Principles of Vegetation Measurement & Assessment
and Ecological Monitoring & Analysis


Veg Sampling
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Indirect Estimates of Biomass

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measuring Biomass

All Indirect Estimates are based on Double Sampling

There are dozens of attributes or parameters that could be measured for plants that are related to biomass.  For example, the canopy dimensions of a shrub would be related to biomass -- the larger the shrub, the greater its mass.

Height of trees is related to biomass and can be used to estimate biomass.

This examples are from  Chapter 4 of the
National Range and Pasture Handbook

Crown Area - The crown area of a plant is often highly correlated to current seasonís growth biomass. Therefore, crown area can be used in double sampling techniques.

  • The widest dimension of the plant is recorded as dimension 1 (D1).
  • The dimension perpendicular to DI is dimension 2 (D2).
  • Crown area = π*D1*D2
  • A sub-sample of the measured plants are then clipped and weighed.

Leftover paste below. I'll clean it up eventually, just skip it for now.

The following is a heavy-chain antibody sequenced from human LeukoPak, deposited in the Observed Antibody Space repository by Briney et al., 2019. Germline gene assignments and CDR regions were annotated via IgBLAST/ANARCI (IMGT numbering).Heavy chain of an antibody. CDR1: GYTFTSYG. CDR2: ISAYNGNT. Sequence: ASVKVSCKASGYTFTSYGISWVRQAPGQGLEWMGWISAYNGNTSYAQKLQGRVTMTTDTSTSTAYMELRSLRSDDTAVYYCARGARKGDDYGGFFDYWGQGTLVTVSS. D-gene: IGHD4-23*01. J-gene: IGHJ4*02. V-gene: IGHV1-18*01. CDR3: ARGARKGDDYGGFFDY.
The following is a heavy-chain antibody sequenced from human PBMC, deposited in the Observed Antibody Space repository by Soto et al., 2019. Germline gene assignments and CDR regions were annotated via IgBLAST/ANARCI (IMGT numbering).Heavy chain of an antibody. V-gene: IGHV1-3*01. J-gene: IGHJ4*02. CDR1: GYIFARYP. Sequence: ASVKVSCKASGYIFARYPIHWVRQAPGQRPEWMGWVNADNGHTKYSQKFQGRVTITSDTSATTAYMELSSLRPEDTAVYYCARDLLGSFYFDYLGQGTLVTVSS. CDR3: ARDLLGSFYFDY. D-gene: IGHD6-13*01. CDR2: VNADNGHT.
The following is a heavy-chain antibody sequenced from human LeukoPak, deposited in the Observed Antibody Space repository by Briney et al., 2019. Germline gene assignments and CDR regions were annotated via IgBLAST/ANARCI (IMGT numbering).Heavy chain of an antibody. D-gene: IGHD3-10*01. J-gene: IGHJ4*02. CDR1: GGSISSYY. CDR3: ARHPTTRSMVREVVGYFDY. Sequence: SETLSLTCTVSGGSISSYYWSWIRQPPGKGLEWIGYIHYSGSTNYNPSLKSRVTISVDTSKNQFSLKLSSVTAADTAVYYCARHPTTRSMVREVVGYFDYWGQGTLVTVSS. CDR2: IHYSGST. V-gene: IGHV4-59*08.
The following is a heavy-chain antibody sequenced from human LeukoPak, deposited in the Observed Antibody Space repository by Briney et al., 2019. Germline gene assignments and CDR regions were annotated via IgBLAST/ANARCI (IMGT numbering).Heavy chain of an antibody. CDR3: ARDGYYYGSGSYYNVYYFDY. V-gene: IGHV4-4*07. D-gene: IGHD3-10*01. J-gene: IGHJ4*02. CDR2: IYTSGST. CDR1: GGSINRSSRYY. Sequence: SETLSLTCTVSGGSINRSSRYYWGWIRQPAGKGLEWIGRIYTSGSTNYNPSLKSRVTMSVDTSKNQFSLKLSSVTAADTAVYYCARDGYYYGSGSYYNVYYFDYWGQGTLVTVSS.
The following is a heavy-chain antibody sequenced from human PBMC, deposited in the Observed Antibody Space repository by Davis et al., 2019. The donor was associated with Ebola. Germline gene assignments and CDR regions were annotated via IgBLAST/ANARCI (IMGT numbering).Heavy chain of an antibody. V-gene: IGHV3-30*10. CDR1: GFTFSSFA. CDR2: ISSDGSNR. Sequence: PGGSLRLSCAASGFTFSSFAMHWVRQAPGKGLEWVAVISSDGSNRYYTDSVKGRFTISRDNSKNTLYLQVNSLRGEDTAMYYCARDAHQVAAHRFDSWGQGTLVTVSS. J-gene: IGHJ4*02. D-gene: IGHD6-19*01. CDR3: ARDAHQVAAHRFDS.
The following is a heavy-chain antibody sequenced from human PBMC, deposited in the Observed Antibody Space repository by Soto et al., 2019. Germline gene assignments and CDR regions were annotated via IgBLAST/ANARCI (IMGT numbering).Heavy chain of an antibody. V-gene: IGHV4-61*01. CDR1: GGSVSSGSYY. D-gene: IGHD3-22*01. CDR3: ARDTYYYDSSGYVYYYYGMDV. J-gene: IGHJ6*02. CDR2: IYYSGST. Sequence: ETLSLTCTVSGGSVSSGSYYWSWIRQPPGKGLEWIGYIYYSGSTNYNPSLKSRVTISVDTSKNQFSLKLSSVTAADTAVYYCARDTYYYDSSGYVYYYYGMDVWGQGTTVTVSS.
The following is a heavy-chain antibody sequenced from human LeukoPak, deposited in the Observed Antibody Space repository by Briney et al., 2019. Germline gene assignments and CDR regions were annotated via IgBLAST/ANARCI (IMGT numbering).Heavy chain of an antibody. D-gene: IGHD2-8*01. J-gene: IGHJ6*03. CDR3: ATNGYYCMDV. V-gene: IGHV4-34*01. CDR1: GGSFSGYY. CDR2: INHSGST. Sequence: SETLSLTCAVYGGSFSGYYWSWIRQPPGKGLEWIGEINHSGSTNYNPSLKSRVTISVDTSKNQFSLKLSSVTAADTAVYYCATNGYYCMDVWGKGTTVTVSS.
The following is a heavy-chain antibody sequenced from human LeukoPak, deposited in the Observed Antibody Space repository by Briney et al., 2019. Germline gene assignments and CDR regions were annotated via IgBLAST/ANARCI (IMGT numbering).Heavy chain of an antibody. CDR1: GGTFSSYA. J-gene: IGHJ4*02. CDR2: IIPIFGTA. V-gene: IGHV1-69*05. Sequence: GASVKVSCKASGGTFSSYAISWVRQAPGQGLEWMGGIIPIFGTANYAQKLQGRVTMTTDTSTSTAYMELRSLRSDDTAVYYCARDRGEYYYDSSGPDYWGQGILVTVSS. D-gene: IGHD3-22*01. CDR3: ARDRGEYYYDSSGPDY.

• A regression analysis is completed, as outlined in Lesson 7_4 with crown area as the x-variable and clipped weight as the y-value.

Crown Volume or Dimension Analysis - The crown volume of a plant is also often highly correlated to current seasonís growth biomass. Therefore, the 3-dimensional volume of a plant can be used in a double sampling technique.

The dimensions measured to estimate crown volume depends on the 3-dimensional shape that best describes the plant (e.g., inverted cone, half spheroid, sphere). Most shapes require the measurement of several diameter and height dimensions.

Step 1 - Look at the plant in its natural state:
Step 2 - Envision a geometric shape that describes the shape of the plant:
Step 3 - Take appropriate Measurement of the shape:
Step 4 - Calculate Volume (v) of the plant:
Step 5 - Clip and weigh biomass from a sub-sample of the measured plants Step 6 - Develop a relationship between volume and biomass with regression analysis. Then, predict weight of all measured plants based on volume.

Basal Diameter or Stem Diameter - For many shrubs a measure of basal diameter (or diameter of the central stem) is highly correlated with browse or leaf biomass and can be used in a double sampling technique.

Twig Measurements - The number of basal stems or the average diameter of basal stems is also highly correlated to browse biomass in many shrubs. In a double sampling method, the number or diameter of basal stems is measured for many shrubs and a sub-sample of these shrubs are clipped and weighed.

The key to all indirect techniques is that biomass can be estimated if there is a way to establish the relationship between the parameter being measured and actual biomass. Thus, a double sampling procedure is needed where several plants are measured and then clipped and weighed.

Relationship Between Sward Height and Biomass